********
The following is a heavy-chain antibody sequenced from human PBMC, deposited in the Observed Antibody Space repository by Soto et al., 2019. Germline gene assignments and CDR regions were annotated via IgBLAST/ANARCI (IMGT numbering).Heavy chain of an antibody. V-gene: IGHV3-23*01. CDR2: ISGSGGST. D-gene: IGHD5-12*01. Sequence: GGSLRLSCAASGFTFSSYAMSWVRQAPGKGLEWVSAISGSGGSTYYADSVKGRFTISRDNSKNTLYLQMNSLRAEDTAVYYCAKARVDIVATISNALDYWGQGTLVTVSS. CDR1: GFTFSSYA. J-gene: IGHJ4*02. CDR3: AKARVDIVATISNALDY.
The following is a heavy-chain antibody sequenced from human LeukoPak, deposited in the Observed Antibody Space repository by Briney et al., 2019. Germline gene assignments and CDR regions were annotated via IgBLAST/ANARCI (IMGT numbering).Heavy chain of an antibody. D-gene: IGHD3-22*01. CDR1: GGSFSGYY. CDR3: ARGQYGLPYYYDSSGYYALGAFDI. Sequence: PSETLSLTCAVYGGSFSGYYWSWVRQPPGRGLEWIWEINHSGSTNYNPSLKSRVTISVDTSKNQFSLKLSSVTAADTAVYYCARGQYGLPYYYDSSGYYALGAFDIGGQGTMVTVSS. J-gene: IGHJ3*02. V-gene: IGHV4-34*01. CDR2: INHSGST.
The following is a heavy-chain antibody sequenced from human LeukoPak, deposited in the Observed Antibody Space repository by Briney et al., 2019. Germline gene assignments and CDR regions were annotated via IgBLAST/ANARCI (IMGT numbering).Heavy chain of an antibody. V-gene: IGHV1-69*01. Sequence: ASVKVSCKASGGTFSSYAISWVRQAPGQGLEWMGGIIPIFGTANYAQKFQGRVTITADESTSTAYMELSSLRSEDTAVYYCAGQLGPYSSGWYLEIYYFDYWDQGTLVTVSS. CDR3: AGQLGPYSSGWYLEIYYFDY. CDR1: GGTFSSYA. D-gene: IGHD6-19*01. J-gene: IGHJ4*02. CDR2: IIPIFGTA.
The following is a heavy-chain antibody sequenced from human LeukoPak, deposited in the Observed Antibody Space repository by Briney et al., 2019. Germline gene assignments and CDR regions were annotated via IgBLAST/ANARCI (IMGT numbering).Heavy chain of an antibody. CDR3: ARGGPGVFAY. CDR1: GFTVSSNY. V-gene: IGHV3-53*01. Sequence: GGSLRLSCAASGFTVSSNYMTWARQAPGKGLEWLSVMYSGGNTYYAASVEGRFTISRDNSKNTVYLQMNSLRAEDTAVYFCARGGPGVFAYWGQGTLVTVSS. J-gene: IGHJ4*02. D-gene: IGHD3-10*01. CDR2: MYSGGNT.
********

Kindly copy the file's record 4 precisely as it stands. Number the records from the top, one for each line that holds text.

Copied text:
The following is a heavy-chain antibody sequenced from human LeukoPak, deposited in the Observed Antibody Space repository by Briney et al., 2019. Germline gene assignments and CDR regions were annotated via IgBLAST/ANARCI (IMGT numbering).Heavy chain of an antibody. CDR3: ARGGPGVFAY. CDR1: GFTVSSNY. V-gene: IGHV3-53*01. Sequence: GGSLRLSCAASGFTVSSNYMTWARQAPGKGLEWLSVMYSGGNTYYAASVEGRFTISRDNSKNTVYLQMNSLRAEDTAVYFCARGGPGVFAYWGQGTLVTVSS. J-gene: IGHJ4*02. D-gene: IGHD3-10*01. CDR2: MYSGGNT.